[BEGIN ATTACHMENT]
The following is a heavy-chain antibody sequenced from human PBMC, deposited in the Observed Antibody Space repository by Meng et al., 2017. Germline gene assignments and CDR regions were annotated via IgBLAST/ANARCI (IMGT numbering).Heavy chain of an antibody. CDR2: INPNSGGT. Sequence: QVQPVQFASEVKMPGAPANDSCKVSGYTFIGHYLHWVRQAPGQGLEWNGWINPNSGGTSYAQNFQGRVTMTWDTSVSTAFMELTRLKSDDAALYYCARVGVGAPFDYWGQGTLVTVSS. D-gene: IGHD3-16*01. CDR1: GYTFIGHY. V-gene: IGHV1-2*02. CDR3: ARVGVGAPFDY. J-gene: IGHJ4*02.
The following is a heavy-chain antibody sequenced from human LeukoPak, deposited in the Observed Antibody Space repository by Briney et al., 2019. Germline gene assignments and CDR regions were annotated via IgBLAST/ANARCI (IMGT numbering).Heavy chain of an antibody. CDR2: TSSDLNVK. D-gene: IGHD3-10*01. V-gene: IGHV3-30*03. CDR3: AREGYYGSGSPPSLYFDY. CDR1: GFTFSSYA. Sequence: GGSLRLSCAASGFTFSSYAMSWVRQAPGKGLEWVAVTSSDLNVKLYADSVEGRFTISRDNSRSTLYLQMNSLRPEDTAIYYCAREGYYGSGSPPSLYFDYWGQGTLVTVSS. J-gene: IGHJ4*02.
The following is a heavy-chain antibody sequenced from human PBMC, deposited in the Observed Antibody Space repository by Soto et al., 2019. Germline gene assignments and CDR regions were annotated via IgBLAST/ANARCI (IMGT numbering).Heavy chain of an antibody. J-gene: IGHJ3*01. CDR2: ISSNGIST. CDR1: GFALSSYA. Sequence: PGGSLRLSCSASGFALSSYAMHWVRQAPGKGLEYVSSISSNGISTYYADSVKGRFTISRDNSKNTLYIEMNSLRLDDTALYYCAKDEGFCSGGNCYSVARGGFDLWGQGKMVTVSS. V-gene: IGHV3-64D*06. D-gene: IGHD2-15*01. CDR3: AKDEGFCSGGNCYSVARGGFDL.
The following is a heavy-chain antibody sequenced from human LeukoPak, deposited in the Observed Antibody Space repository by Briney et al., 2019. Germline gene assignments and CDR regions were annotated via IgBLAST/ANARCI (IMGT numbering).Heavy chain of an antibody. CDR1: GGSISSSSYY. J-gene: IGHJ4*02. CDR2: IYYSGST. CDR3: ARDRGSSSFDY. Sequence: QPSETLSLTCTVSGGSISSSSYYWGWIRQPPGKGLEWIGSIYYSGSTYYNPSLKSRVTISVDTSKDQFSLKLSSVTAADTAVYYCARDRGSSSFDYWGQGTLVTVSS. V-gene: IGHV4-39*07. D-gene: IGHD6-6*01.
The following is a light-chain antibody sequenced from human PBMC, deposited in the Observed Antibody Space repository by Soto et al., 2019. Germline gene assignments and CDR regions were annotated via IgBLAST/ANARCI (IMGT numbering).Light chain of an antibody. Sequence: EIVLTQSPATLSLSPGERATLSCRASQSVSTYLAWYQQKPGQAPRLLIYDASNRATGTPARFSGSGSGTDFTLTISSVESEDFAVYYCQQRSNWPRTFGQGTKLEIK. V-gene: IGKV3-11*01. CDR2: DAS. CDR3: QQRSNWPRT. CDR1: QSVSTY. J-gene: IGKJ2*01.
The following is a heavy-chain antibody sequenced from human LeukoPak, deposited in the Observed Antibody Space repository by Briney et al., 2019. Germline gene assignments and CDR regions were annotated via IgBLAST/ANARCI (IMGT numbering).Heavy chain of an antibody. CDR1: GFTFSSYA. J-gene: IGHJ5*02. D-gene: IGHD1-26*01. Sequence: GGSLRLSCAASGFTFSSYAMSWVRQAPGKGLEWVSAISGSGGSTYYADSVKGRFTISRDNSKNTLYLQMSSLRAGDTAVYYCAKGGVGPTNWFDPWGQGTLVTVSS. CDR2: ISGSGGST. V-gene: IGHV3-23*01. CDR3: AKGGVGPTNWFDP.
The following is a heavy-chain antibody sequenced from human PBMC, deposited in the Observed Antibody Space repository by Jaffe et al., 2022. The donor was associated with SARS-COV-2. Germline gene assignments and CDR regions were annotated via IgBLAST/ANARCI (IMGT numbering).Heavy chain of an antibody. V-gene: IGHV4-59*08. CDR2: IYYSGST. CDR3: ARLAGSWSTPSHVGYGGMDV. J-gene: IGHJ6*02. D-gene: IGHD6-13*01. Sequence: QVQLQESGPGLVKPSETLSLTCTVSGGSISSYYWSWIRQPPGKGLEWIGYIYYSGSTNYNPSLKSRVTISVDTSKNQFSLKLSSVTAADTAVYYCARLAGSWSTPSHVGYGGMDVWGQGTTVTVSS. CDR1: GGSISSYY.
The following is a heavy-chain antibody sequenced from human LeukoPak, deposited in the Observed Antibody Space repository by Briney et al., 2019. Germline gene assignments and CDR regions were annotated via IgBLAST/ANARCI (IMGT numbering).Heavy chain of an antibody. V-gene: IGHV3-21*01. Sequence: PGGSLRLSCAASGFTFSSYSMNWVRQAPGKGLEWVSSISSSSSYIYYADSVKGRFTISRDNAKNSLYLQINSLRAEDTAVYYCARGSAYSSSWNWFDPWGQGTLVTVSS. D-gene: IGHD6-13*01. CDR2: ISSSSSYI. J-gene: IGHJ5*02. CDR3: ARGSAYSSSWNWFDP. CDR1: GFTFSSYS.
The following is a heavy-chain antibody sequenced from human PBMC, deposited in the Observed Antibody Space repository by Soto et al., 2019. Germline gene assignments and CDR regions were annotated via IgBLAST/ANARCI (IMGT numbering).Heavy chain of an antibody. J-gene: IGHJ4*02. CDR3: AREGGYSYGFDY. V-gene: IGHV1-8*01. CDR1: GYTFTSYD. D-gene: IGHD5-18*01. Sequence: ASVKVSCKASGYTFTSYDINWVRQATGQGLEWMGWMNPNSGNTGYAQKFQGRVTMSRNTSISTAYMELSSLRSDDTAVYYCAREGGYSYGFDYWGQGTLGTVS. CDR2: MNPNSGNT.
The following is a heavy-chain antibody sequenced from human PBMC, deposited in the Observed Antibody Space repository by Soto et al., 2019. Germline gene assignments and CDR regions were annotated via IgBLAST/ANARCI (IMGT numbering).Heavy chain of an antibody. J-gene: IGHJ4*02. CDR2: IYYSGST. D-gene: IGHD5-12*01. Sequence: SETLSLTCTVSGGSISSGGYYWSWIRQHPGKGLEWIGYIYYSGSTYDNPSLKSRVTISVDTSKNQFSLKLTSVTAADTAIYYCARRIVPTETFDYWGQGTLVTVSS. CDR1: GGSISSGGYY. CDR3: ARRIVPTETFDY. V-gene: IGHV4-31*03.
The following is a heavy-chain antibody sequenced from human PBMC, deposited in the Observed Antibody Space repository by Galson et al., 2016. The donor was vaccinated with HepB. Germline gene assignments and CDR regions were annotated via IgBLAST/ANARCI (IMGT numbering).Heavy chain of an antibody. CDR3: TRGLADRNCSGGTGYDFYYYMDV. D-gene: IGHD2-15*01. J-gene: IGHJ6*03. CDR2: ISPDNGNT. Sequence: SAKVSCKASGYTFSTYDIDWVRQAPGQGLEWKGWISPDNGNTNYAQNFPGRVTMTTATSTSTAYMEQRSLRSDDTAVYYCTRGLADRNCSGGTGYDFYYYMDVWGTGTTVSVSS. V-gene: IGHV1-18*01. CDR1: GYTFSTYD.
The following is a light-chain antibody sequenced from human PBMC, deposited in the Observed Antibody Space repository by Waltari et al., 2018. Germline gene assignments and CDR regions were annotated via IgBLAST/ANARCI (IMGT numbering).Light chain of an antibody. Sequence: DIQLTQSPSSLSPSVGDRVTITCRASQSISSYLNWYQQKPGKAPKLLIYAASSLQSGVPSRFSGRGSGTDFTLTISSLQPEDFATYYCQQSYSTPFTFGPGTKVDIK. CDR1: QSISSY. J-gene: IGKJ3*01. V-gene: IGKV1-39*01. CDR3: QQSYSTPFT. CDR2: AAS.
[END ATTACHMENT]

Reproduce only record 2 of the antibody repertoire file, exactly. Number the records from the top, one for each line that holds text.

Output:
The following is a heavy-chain antibody sequenced from human LeukoPak, deposited in the Observed Antibody Space repository by Briney et al., 2019. Germline gene assignments and CDR regions were annotated via IgBLAST/ANARCI (IMGT numbering).Heavy chain of an antibody. CDR2: TSSDLNVK. D-gene: IGHD3-10*01. V-gene: IGHV3-30*03. CDR3: AREGYYGSGSPPSLYFDY. CDR1: GFTFSSYA. Sequence: GGSLRLSCAASGFTFSSYAMSWVRQAPGKGLEWVAVTSSDLNVKLYADSVEGRFTISRDNSRSTLYLQMNSLRPEDTAIYYCAREGYYGSGSPPSLYFDYWGQGTLVTVSS. J-gene: IGHJ4*02.